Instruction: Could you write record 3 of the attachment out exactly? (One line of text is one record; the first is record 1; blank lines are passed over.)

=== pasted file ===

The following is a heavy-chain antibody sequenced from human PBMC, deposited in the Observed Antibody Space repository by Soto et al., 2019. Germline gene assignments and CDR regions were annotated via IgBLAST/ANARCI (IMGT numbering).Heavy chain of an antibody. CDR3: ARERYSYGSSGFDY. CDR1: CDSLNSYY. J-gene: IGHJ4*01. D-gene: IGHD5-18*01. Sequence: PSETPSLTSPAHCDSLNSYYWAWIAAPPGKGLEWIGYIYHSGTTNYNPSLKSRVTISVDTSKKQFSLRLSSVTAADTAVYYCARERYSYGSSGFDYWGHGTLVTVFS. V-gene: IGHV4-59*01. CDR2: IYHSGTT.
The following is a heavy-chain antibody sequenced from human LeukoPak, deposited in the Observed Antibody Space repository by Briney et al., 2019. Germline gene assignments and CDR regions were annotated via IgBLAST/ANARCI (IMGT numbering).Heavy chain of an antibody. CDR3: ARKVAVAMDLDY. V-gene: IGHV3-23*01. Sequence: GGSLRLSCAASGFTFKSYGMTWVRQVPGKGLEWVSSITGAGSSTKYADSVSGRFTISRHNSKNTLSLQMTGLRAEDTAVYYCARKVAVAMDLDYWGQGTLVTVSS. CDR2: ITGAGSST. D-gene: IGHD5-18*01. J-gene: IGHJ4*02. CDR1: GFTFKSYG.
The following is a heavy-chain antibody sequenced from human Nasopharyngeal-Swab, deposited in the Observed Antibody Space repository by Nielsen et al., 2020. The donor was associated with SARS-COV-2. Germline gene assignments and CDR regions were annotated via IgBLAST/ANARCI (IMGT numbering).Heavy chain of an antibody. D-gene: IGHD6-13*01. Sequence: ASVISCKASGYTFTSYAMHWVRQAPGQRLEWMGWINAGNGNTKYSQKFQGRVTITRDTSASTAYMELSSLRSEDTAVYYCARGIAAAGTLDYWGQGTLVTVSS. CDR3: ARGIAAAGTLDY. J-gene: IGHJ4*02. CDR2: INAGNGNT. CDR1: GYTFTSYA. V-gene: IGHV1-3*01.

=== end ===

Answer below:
The following is a heavy-chain antibody sequenced from human Nasopharyngeal-Swab, deposited in the Observed Antibody Space repository by Nielsen et al., 2020. The donor was associated with SARS-COV-2. Germline gene assignments and CDR regions were annotated via IgBLAST/ANARCI (IMGT numbering).Heavy chain of an antibody. D-gene: IGHD6-13*01. Sequence: ASVISCKASGYTFTSYAMHWVRQAPGQRLEWMGWINAGNGNTKYSQKFQGRVTITRDTSASTAYMELSSLRSEDTAVYYCARGIAAAGTLDYWGQGTLVTVSS. CDR3: ARGIAAAGTLDY. J-gene: IGHJ4*02. CDR2: INAGNGNT. CDR1: GYTFTSYA. V-gene: IGHV1-3*01.